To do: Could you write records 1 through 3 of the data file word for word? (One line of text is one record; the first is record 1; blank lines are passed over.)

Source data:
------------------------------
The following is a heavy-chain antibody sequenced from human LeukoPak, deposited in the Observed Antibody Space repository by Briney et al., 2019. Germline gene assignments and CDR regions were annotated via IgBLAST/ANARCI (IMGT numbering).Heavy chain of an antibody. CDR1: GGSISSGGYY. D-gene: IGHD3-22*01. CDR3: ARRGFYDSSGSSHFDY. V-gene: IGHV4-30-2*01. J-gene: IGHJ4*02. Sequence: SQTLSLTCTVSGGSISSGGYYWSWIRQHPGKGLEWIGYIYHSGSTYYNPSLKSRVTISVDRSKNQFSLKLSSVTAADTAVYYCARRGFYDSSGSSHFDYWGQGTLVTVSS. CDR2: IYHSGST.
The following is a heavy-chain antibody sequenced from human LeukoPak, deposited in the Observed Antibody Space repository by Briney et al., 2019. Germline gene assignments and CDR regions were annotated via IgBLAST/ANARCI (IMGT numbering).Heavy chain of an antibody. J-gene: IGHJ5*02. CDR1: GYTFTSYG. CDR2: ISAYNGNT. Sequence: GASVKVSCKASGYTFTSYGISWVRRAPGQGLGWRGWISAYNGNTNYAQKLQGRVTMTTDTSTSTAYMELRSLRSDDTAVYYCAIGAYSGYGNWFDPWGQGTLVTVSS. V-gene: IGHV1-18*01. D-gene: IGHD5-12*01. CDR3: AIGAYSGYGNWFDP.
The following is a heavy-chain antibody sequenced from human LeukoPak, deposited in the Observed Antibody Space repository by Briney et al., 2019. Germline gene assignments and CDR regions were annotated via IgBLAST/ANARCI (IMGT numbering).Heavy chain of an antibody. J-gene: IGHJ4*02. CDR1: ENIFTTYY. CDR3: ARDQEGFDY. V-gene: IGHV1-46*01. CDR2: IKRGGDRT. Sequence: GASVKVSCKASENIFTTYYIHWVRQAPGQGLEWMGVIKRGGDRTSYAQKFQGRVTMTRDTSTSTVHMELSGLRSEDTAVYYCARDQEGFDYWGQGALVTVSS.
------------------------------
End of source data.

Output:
The following is a heavy-chain antibody sequenced from human LeukoPak, deposited in the Observed Antibody Space repository by Briney et al., 2019. Germline gene assignments and CDR regions were annotated via IgBLAST/ANARCI (IMGT numbering).Heavy chain of an antibody. CDR1: GGSISSGGYY. D-gene: IGHD3-22*01. CDR3: ARRGFYDSSGSSHFDY. V-gene: IGHV4-30-2*01. J-gene: IGHJ4*02. Sequence: SQTLSLTCTVSGGSISSGGYYWSWIRQHPGKGLEWIGYIYHSGSTYYNPSLKSRVTISVDRSKNQFSLKLSSVTAADTAVYYCARRGFYDSSGSSHFDYWGQGTLVTVSS. CDR2: IYHSGST.
The following is a heavy-chain antibody sequenced from human LeukoPak, deposited in the Observed Antibody Space repository by Briney et al., 2019. Germline gene assignments and CDR regions were annotated via IgBLAST/ANARCI (IMGT numbering).Heavy chain of an antibody. J-gene: IGHJ5*02. CDR1: GYTFTSYG. CDR2: ISAYNGNT. Sequence: GASVKVSCKASGYTFTSYGISWVRRAPGQGLGWRGWISAYNGNTNYAQKLQGRVTMTTDTSTSTAYMELRSLRSDDTAVYYCAIGAYSGYGNWFDPWGQGTLVTVSS. V-gene: IGHV1-18*01. D-gene: IGHD5-12*01. CDR3: AIGAYSGYGNWFDP.
The following is a heavy-chain antibody sequenced from human LeukoPak, deposited in the Observed Antibody Space repository by Briney et al., 2019. Germline gene assignments and CDR regions were annotated via IgBLAST/ANARCI (IMGT numbering).Heavy chain of an antibody. J-gene: IGHJ4*02. CDR1: ENIFTTYY. CDR3: ARDQEGFDY. V-gene: IGHV1-46*01. CDR2: IKRGGDRT. Sequence: GASVKVSCKASENIFTTYYIHWVRQAPGQGLEWMGVIKRGGDRTSYAQKFQGRVTMTRDTSTSTVHMELSGLRSEDTAVYYCARDQEGFDYWGQGALVTVSS.